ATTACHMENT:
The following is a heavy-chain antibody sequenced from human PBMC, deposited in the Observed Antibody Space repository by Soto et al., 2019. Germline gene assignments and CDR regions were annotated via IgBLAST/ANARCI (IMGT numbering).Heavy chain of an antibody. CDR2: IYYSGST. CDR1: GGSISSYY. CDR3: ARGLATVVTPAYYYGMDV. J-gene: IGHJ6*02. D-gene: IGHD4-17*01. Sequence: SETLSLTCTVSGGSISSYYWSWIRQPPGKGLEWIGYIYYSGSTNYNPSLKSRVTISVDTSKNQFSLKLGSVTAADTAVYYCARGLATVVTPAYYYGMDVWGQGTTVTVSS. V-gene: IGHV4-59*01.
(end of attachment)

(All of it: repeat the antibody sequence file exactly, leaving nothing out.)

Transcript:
The following is a heavy-chain antibody sequenced from human PBMC, deposited in the Observed Antibody Space repository by Soto et al., 2019. Germline gene assignments and CDR regions were annotated via IgBLAST/ANARCI (IMGT numbering).Heavy chain of an antibody. CDR2: IYYSGST. CDR1: GGSISSYY. CDR3: ARGLATVVTPAYYYGMDV. J-gene: IGHJ6*02. D-gene: IGHD4-17*01. Sequence: SETLSLTCTVSGGSISSYYWSWIRQPPGKGLEWIGYIYYSGSTNYNPSLKSRVTISVDTSKNQFSLKLGSVTAADTAVYYCARGLATVVTPAYYYGMDVWGQGTTVTVSS. V-gene: IGHV4-59*01.